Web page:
NWF Convenes Researchers to Discuss Gulf Oil Disaster [w/Video]
Symposium co-hosted with Mote Marine Laboratory and University of South Florida College of Marine Science looks at long-term effects from Gulf oil disaster
Researchers from across the nation recently gathered to craft a new long-term strategy for studying and managing major ecological shifts that could result from the Gulf oil disaster.
In a symposium convened by National Wildlife Federation,
Mote Marine Laboratory
, and the
University of South Florida College of Marine Science
, some 40 experts from fishery management councils, local, state and federal resource management agencies, industry, academic and independent marine research institutions, and environmental non-government organizations addressed four key questions:
- Has the oil spill caused a significant migration of large pelagic (open-ocean dwelling) species to environments where they’re not typically found?
- Will spatial redistribution of large pelagic species cause massive shifts in ecosystem dynamics, leading to negative ecological and socio-economic impacts?
- Has the oil spill caused sub-lethal (negative effects that don’t kill an animal) and/or delayed population level responses in other keystone marine species —from plankton to vertebrates.
- If any of these situations are occurring, what specific research, monitoring and resource management initiatives are needed to respond, minimize and recover from such impacts?
“What we’re trying to do is identify big-picture dominoes falling within this large ecosystem called the Gulf of Mexico,” said Dr. Michael Crosby, senior vice president for research at Mote Marine Laboratory.
Participants used the symposium in Sarasota, Florida to share current knowledge about the Gulf oil disaster, discussing “lessons learned” from past ecological disasters and laying out strategies to inform post-spill research and resource management. They will later pool their recommendations in a formal report for government officials and the scientific community.
While many researchers have responded swiftly to the disaster’s immediate impacts, more studies and monitoring are needed to identify and address potential long-term repercussions stemming from the disaster.
“It’s really important for National Wildlife Federation to be mindful that the effects of the Gulf oil disaster are still unfolding,” said John Hammond, regional executive director for NWF. “This symposium is very important for us because we don’t believe the oil disaster is over. We do believe that there are some very specific scientific studies that need to be done to show us where the impact is and where the appropriate interventions ought to be, to understand how policy makers ought to respond, how judiciary bodies might react regarding penalties and how individual cases will be settled.”
The major recommendation from the symposium is for a unified research and monitoring effort that will be able to quickly detect the spill’s effects as they arise and give management agencies the information they need to implement changes to deal with effects as soon as they are detected. Such a unified system will require a much more detailed understanding of how the Gulf of Mexico lives and breathes, symposium participants said.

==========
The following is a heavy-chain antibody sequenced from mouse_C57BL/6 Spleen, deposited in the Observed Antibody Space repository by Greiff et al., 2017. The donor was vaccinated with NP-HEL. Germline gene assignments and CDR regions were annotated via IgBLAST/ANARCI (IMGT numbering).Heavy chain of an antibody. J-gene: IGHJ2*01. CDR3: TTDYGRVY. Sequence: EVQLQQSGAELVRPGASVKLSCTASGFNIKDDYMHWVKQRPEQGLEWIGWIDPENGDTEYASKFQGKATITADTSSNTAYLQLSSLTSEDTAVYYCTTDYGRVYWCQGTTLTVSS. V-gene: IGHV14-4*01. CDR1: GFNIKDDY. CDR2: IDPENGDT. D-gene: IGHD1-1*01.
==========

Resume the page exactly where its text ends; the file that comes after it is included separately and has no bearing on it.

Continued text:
“Right now there is no agency that pulls together and coordinates all the information we need about the Gulf,” Crosby said. “Scientists at different institutions might be collecting different pieces of data — but if we don’t put those together, we could miss the big picture until populations crash.”
Effectively studying and managing Gulf ecosystems means linking many puzzle pieces together, participants said. These include life cycles of fish and numerous other organisms, natural ocean and weather patterns, patterns of oil movement, effects of oil on particular organisms and other human impacts the Gulf has absorbed over the years, among many other things.
“A key finding of this workshop is that we could see trophic cascades starting not just with large, open-ocean species, but also with a wide variety of species throughout the Gulf — so we need a risk-management effort throughout the Gulf,” Crosby said.
Which species could face long-term changes? The list is long: shrimp, menhaden, blue crabs, various types of plankton, coral reefs, sargassum algae, seabirds, top predators such as large sharks, tuna and dolphins, sea turtles, mackerel, tarpon, other key sport fish and many others.
Other recommendations from the symposium include the need to create:
- Detailed, science-based models of how oil could affect the Gulf
- Long-term research sites to monitor for future oil spill effects and other environmental problems
- Key research programs such as tagging of shark, tuna, billfish, sea turtles and other large open-ocean species
- Funding streams for crucial research and monitoring efforts
[Video: Hear more from symposium participants, including Bruce Stein, NWF; Aaron Adams, Mote Marine Laboratory; Eric Hoffmeyer, University of Southern Mississipp; Michelle Wood, NOAA; Dr. Steve Murawski, National Marine Fisheries Service; and Dr. Mitchel Roffer, Roffer’s Ocean Fishing Forecasting Service]
“The decisions made in managing this vital and fragile ecosystem must be lead by the most advanced and comprehensive scientific research our nation can muster if this great natural resource is to fully recover,” said
Dr. William Hogarth, dean, College of Marine Science, University of South Florida
Recommendations from the symposium will be put into a formal report for the public, government officials and the scientific community that will be distributed in January 2011.
For more details from the symposium, see the following blog posts: